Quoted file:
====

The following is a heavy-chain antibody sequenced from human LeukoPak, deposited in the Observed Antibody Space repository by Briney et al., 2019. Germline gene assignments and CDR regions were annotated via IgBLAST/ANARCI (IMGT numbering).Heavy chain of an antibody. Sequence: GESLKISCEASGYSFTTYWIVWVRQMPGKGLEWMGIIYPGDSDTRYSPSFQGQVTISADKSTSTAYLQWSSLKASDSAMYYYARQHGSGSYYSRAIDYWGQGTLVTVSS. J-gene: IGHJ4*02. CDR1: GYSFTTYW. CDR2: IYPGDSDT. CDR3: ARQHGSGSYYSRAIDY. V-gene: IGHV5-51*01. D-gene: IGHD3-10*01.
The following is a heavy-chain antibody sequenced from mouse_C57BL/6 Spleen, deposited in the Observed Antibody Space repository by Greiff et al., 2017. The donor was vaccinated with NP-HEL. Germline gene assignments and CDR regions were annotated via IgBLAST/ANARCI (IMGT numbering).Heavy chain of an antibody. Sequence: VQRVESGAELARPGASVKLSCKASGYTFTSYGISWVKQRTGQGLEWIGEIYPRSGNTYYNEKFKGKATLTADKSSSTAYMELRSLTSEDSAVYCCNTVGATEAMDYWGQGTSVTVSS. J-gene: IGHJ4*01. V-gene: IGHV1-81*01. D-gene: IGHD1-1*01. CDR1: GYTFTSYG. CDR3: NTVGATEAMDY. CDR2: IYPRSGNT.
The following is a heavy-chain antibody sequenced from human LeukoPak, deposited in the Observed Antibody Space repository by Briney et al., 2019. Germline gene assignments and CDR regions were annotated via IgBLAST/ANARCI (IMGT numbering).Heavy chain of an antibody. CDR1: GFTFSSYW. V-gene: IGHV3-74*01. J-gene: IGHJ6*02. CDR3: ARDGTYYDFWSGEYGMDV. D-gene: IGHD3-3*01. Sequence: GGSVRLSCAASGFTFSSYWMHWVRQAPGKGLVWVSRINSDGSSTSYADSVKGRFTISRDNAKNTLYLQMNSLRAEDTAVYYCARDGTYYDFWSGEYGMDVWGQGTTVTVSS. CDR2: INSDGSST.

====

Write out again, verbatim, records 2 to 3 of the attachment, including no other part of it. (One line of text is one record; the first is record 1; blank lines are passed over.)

The following is a heavy-chain antibody sequenced from mouse_C57BL/6 Spleen, deposited in the Observed Antibody Space repository by Greiff et al., 2017. The donor was vaccinated with NP-HEL. Germline gene assignments and CDR regions were annotated via IgBLAST/ANARCI (IMGT numbering).Heavy chain of an antibody. Sequence: VQRVESGAELARPGASVKLSCKASGYTFTSYGISWVKQRTGQGLEWIGEIYPRSGNTYYNEKFKGKATLTADKSSSTAYMELRSLTSEDSAVYCCNTVGATEAMDYWGQGTSVTVSS. J-gene: IGHJ4*01. V-gene: IGHV1-81*01. D-gene: IGHD1-1*01. CDR1: GYTFTSYG. CDR3: NTVGATEAMDY. CDR2: IYPRSGNT.
The following is a heavy-chain antibody sequenced from human LeukoPak, deposited in the Observed Antibody Space repository by Briney et al., 2019. Germline gene assignments and CDR regions were annotated via IgBLAST/ANARCI (IMGT numbering).Heavy chain of an antibody. CDR1: GFTFSSYW. V-gene: IGHV3-74*01. J-gene: IGHJ6*02. CDR3: ARDGTYYDFWSGEYGMDV. D-gene: IGHD3-3*01. Sequence: GGSVRLSCAASGFTFSSYWMHWVRQAPGKGLVWVSRINSDGSSTSYADSVKGRFTISRDNAKNTLYLQMNSLRAEDTAVYYCARDGTYYDFWSGEYGMDVWGQGTTVTVSS. CDR2: INSDGSST.